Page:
You'll notice that the area reddens up pretty quickly, and may bruise up in the days that follow. Some folks (the more advanced cases) will also benefit from some work all along the muscle bellies, too. Check out the video below.
Step 2: Self Myofascial Release
You have to get a little creative to loosen up this tissue yourself, but it can be done with the help of The Stick and a functional trainer. Simply set the tops of the machine's arms up at chest height, and then work along the length of the muscle. Check out the video below.
You can also do this using the J-pegs in a power rack, though in my experience it doesn't work quite as well:
Step 3: Getting Length
There are countless drills you can try to build some length in the long head of the triceps (really anything with overhead reaching). That said, the bench t-spine mobilization is definitely my favorite because it gives a great triceps and lat stretch while building some thoracic spine extension mobility, anterior core stability, and deep neck flexor recruitment simultaneously.
The key coaching points here are:
- Make sure you're in full elbow flexion in the bottom position.
- Make a double chin so that you don't drift into forward head posture.
- As you rock back, brace the anterior core and focus on extending through the upper back and flexing through the shoulders, rather than just arching the lower back.
Step 4: Build Stiffness.
Once we've established some range of motion (ROM), we need to solidify that improvement by establishing stability at adjacent joints. One thing you'll usually see in folks with triceps issues is a big anterior pelvic tilt and lumbar lordosis.
The shortness of the long head of the triceps goes hand-in-hand with the same issue with the lats, which pulls folks into a "gross extension" pattern. When they try to go into full shoulder flexion, they'll substitute forward head posture and lumbar extension (lower back arching). The video below shows what that looks like:
I like two separate exercises following the bench t-spine mobilization in your warm-ups.
1. Forearm wall slides at 135 degrees abduction. Brace the core, activate the glutes, and keep the chin tucked to create a neutral cervical spine posture. The arms should go up to 135 degrees of abduction (imagine your body and arms forming a "Y").
When you get to the top position, gently posteriorly tilt and retract the scapulae, and you'll find that the hands come off the wall slightly:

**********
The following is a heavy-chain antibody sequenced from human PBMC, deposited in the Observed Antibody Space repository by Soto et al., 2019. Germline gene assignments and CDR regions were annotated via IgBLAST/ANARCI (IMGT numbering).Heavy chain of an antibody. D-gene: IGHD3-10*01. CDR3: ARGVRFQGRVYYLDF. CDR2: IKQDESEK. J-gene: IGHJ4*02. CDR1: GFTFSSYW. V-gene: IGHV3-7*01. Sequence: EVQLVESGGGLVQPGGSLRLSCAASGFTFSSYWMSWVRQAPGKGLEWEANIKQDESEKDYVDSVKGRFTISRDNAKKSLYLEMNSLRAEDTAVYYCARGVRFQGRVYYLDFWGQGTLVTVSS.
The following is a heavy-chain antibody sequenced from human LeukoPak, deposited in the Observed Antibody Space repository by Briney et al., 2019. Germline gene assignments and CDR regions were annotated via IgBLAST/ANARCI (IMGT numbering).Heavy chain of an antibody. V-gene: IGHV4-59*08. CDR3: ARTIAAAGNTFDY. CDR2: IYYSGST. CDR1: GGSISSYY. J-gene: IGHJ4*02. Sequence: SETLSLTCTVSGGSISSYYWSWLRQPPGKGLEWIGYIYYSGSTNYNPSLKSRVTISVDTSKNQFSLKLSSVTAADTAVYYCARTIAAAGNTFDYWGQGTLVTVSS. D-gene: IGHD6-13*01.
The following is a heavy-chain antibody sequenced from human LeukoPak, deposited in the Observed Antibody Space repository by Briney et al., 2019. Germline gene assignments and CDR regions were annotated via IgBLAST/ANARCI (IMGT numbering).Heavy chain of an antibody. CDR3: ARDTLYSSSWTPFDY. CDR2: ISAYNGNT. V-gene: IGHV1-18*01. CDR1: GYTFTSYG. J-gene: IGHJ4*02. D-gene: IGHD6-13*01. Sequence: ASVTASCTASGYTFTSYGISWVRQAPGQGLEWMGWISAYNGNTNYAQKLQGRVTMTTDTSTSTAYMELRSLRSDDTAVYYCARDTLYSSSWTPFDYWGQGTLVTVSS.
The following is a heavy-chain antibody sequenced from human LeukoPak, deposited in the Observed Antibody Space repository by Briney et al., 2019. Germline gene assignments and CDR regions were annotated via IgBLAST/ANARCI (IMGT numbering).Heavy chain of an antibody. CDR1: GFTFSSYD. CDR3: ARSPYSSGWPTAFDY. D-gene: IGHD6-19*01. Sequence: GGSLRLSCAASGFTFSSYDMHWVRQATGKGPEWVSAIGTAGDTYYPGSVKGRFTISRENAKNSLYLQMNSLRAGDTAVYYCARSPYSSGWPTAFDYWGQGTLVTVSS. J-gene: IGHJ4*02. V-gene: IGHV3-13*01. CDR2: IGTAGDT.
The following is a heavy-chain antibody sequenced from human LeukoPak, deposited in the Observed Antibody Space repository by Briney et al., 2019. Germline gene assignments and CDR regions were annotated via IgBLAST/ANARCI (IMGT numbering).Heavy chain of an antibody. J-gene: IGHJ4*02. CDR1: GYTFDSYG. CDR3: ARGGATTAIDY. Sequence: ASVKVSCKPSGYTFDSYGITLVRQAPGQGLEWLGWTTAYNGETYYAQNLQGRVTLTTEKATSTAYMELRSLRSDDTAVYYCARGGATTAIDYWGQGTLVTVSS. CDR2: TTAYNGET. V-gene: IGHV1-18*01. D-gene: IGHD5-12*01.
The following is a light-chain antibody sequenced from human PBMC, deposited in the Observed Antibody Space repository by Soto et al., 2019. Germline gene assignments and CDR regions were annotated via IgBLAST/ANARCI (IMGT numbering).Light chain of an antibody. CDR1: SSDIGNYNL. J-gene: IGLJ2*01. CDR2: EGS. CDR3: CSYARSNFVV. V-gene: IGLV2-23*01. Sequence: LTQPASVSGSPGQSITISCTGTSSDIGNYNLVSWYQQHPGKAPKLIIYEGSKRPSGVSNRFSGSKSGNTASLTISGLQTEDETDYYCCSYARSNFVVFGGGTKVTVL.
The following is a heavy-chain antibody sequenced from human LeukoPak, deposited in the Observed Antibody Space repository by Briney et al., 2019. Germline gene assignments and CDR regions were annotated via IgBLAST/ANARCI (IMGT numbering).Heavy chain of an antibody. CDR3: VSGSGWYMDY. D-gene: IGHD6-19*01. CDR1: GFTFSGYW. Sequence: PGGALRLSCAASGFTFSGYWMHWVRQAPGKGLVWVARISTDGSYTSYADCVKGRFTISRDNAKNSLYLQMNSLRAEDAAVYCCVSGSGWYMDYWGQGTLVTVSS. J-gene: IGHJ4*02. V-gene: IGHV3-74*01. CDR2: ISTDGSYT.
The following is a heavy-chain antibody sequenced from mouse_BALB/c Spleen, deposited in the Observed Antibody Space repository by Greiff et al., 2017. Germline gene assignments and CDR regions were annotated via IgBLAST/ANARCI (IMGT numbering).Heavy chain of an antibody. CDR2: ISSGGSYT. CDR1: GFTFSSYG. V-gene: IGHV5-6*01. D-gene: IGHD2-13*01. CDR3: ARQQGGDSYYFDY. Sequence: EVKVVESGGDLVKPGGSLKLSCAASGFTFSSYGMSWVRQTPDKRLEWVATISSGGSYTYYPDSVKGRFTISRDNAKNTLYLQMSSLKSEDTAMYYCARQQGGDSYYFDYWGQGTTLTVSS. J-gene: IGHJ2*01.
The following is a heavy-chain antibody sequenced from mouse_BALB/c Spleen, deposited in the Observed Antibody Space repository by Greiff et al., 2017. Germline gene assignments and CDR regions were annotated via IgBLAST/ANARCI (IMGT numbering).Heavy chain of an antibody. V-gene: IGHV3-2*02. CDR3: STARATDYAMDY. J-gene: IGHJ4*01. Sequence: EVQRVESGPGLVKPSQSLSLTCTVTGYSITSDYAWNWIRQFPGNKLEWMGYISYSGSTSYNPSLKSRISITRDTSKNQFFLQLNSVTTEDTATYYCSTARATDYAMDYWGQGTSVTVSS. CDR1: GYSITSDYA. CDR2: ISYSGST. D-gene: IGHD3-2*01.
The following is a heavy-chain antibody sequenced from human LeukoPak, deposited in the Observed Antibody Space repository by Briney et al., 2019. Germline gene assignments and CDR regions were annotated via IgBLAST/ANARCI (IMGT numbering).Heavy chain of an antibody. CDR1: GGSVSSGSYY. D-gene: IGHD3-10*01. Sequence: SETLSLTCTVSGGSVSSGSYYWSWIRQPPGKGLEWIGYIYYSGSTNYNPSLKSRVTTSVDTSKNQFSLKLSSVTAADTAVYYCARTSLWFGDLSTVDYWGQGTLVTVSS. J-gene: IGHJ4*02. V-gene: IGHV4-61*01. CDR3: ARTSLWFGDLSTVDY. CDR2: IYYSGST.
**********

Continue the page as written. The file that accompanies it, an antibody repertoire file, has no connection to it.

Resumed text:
2. Back-to-wall shoulder flexion. This is a great exercise I learned from physical therapist Eric Schoenberg. Set up with your back against a wall and arms at your side. Posteriorly tilt the pelvis slightly so that the back flattens out against the wall, and your arch (which is probably excessive, anyway) disappears.
Next, slowly raise your arms while maintaining that pelvic and lumbar spine position. If the arch disappears at any point, stop the flexion and go back down. Gradually work to get to the point that you can get the hands all the way to the wall without bending the elbows. See the video below.
There are two important notes. First, if you're already someone with a really flat-back posture, you can skip it. Second, if you've got a big butt, you'll have to walk your feet farther away from the wall at the start.
Following these additions to your warm-ups, make sure to include some full ROM triceps exercises from a variety of positions. Obviously, overhead triceps extensions are good choices, and can be performed seated or standing. I also like TRX Fallout extensions, as in the video below.
Finally, make sure that at the end of your strength training session, you throw in some easy overhead triceps static stretches. One set for thirty seconds per side should get the job done just for preventive maintenance.
Everyone wants to move big weights and get big guns, but not everyone appreciates just how important arm care is in the big picture. Try these quick and easy strategies – your triceps, elbows, and shoulders will thank you.